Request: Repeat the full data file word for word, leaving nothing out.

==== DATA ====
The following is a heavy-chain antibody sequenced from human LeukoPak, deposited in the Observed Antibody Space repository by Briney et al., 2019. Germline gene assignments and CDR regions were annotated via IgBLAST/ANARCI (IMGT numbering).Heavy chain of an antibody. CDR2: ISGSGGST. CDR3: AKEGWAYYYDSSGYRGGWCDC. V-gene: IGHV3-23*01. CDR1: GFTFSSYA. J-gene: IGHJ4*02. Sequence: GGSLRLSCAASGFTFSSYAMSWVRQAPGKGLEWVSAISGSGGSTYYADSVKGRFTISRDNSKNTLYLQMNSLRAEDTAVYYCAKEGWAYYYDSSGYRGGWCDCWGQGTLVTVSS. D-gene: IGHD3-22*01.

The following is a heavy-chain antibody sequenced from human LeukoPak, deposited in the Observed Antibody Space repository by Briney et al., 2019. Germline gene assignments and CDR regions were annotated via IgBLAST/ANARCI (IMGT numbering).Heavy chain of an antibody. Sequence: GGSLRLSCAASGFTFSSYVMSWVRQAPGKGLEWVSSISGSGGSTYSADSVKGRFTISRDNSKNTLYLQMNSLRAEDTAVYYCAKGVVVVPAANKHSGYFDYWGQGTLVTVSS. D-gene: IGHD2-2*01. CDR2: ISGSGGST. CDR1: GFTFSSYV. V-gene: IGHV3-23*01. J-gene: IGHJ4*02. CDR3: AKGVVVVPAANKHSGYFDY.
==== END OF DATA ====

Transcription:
The following is a heavy-chain antibody sequenced from human LeukoPak, deposited in the Observed Antibody Space repository by Briney et al., 2019. Germline gene assignments and CDR regions were annotated via IgBLAST/ANARCI (IMGT numbering).Heavy chain of an antibody. CDR2: ISGSGGST. CDR3: AKEGWAYYYDSSGYRGGWCDC. V-gene: IGHV3-23*01. CDR1: GFTFSSYA. J-gene: IGHJ4*02. Sequence: GGSLRLSCAASGFTFSSYAMSWVRQAPGKGLEWVSAISGSGGSTYYADSVKGRFTISRDNSKNTLYLQMNSLRAEDTAVYYCAKEGWAYYYDSSGYRGGWCDCWGQGTLVTVSS. D-gene: IGHD3-22*01.

The following is a heavy-chain antibody sequenced from human LeukoPak, deposited in the Observed Antibody Space repository by Briney et al., 2019. Germline gene assignments and CDR regions were annotated via IgBLAST/ANARCI (IMGT numbering).Heavy chain of an antibody. Sequence: GGSLRLSCAASGFTFSSYVMSWVRQAPGKGLEWVSSISGSGGSTYSADSVKGRFTISRDNSKNTLYLQMNSLRAEDTAVYYCAKGVVVVPAANKHSGYFDYWGQGTLVTVSS. D-gene: IGHD2-2*01. CDR2: ISGSGGST. CDR1: GFTFSSYV. V-gene: IGHV3-23*01. J-gene: IGHJ4*02. CDR3: AKGVVVVPAANKHSGYFDY.